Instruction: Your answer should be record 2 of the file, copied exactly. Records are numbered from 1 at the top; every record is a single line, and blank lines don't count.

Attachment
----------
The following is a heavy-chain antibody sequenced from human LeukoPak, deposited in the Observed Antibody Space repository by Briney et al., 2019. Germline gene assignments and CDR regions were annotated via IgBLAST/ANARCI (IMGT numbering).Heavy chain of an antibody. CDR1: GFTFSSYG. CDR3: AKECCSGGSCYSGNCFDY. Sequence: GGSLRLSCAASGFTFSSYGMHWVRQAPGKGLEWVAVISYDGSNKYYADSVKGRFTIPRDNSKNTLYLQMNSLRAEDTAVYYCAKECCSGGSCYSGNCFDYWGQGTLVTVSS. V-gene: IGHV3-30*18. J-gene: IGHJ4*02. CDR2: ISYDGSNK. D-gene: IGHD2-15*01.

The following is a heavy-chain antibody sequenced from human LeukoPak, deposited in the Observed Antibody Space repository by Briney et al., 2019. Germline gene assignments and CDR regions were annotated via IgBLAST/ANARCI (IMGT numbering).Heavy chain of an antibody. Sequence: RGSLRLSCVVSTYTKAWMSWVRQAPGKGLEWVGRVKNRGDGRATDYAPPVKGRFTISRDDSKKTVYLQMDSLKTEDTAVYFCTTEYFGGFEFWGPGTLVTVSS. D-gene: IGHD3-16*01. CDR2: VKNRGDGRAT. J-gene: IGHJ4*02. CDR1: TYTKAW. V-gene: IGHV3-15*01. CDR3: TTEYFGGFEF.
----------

The following is a heavy-chain antibody sequenced from human LeukoPak, deposited in the Observed Antibody Space repository by Briney et al., 2019. Germline gene assignments and CDR regions were annotated via IgBLAST/ANARCI (IMGT numbering).Heavy chain of an antibody. Sequence: RGSLRLSCVVSTYTKAWMSWVRQAPGKGLEWVGRVKNRGDGRATDYAPPVKGRFTISRDDSKKTVYLQMDSLKTEDTAVYFCTTEYFGGFEFWGPGTLVTVSS. D-gene: IGHD3-16*01. CDR2: VKNRGDGRAT. J-gene: IGHJ4*02. CDR1: TYTKAW. V-gene: IGHV3-15*01. CDR3: TTEYFGGFEF.